Paul A. Romsky Jr. - Shuffle Bowler

This is an 8 foot United/Williams 1961 Shuffleboard table that I updated to a more contemporary look. My wife found it on Craigslist for $200!

It came with schematics and a manual which I studied for two days before venturing into the forrest of relays, steppers, and motors.

The machine was constantly resetting. I found a seriously mangled Scoring Relay. It looked like someone dropped the door on the relay, nearly smashing it. Fortunately, I was able to bend it back into shape and straighten out the contacts - this stopped the constant resetting.

The pins were also constantly resetting; this was caused by smashed relay contacts on the Pin Reset Motor Cam. Again, I was able to bend the contacts back into shape.

The Pin Reset Motor winding forms were cracked and held together with zip ties, but the coil wires were intact. I used some 5 minute epoxy to fix the forms. It looks like someone pulled the table out from the upright case and dropped the rear edge of the table on the case (right on the motor windings). This is what may have bent the contacts on the Pin Reset Motor Cam as well.

Now that the pins were properly reset, I found that the 1 Pin would never stay down. This turned out to be distorted contacts on the Pin 1 Roll-Over Switches. After fixing that, I could not bowl a Strike, this was hard to find but it turned out to be a contact in the complicated Relay Bank that was not making contact.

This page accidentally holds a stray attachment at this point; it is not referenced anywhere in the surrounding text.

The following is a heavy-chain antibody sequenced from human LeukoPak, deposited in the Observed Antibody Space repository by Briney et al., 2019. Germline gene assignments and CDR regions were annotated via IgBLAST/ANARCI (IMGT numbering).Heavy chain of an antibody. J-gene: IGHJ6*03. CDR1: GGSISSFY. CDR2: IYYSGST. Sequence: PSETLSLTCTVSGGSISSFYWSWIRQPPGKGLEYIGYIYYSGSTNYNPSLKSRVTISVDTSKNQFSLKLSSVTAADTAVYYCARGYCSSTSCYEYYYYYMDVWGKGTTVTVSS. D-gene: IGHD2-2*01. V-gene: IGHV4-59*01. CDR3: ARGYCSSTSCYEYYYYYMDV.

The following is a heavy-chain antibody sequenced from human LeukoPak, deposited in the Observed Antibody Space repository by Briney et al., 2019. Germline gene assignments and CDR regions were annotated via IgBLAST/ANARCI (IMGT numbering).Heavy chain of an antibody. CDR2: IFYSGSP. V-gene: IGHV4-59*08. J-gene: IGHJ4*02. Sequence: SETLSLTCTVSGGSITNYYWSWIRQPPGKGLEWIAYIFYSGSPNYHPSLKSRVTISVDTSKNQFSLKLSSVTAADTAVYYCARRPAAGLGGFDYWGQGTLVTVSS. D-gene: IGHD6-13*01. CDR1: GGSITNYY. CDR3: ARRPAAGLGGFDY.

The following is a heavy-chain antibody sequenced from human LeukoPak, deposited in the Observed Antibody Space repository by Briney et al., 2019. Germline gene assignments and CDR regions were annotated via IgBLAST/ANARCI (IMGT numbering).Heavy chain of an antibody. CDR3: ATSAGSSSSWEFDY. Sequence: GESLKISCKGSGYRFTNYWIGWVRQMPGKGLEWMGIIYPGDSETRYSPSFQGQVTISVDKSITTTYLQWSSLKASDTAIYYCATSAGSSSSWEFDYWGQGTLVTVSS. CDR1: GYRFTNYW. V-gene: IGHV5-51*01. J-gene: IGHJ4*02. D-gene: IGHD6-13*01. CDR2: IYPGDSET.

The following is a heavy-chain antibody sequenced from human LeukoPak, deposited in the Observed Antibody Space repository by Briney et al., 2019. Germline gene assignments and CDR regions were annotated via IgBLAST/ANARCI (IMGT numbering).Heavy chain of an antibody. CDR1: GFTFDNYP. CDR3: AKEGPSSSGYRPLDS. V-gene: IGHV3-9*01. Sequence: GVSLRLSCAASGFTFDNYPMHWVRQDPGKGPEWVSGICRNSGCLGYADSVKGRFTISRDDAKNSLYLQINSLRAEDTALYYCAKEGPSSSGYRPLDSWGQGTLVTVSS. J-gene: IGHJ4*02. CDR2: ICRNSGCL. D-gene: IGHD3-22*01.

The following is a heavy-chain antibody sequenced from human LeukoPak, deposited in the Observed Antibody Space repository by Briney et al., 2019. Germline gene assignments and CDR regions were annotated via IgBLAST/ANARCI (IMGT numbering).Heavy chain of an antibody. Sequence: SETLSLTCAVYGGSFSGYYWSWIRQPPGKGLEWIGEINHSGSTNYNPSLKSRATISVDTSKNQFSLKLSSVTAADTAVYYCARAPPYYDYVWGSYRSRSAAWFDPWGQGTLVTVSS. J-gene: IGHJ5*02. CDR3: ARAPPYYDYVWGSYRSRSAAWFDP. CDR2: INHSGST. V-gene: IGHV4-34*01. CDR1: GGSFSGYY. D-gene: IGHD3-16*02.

Dirty contacts were keeping the Scoring Drums from properly resetting - that was easy to find.

At this point, the game was playable. I cleaned all the relay switch contacts, roll-over switches, and set-up units. I found a swapped wire in the Molex connectors that someone added - this caused two Flash Mode lights on the table to light up out of sequence. I lubricated all the shafts with special pin ball lubricant and graphite powder. I also cleaned all the lamp sockets to eliminate intermittent operation.

The game has settings in the back that allow for continuous free play (no coins needed) - all you have to do is manually advance the Credit Counter to non-zero and set all the option switches to Single Coin Mode. This was great! I didn't have add a switch for 25 cent credits.

I had to reverse engineer the Coin Unit on the front of the table. It has a factory connector, but it is not shown on the schematics (in fact, none of the orignal connectors are shown on the schematics - I guess to simplify the huge one-page schematic!). The Coin Lock Out Relay was disconnected (appaerenly because it was buzzing) - I fixed the buzzing and reconnected the relay (not really needed when using One Coin "Free Play" mode). The Credit light was not comming on, that was just a bent contact in the Coin Counter.

It all works perfectly now. I spent about 24 man hours to get it all going (not long at all). My wife and I did not like the original indian stenciling on the upright case so we repainted the entire table using textured paint. This gave the whole cabinet a fresh clean look that was still retro, but added depth as well.

Below are some photos and a short demo video of the Shuffle Bowler table.

Shuffle Bowler - Original Scoring System and New Textured Paint
Shuffle Bowler - Powered-Up
Shuffle Bowler - Sanded Textured Paint Close-Up
Shuffle Bowler - Pins Close-Up
Shuffle Bowler - Back Glass Close-Up
Shuffle Bowler - Controls Overview
Shuffle Bowler - Main Cabinet Controls
Shuffle Bowler - Pin Controls
Shuffle Bowler - Scoring Drums Actuators
Shuffle Bowler - Relay Bank
Shuffle Bowler - Player Extra Ball Logic
Shuffle Bowler - Motor Control Relays
Shuffle Bowler - Function Relays
Shuffle Bowler - Set-up Stepper Logic Units
Shuffle Bowler - Coin Box
Shuffle Bowler - Scoring Drums Flip Down Access
Shuffle Bowler - Cabinet Front Access
Shuffle Bowler - Demo Video